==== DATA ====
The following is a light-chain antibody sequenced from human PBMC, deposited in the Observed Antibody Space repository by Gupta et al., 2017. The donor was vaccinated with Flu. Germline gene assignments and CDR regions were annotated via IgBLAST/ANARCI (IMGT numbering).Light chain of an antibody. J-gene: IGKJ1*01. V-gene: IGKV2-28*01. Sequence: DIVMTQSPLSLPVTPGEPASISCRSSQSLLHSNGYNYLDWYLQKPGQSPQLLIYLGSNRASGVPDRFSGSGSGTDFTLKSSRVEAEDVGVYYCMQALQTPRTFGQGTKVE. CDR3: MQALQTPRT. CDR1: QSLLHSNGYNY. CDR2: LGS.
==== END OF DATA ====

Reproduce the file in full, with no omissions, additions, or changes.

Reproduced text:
The following is a light-chain antibody sequenced from human PBMC, deposited in the Observed Antibody Space repository by Gupta et al., 2017. The donor was vaccinated with Flu. Germline gene assignments and CDR regions were annotated via IgBLAST/ANARCI (IMGT numbering).Light chain of an antibody. J-gene: IGKJ1*01. V-gene: IGKV2-28*01. Sequence: DIVMTQSPLSLPVTPGEPASISCRSSQSLLHSNGYNYLDWYLQKPGQSPQLLIYLGSNRASGVPDRFSGSGSGTDFTLKSSRVEAEDVGVYYCMQALQTPRTFGQGTKVE. CDR3: MQALQTPRT. CDR1: QSLLHSNGYNY. CDR2: LGS.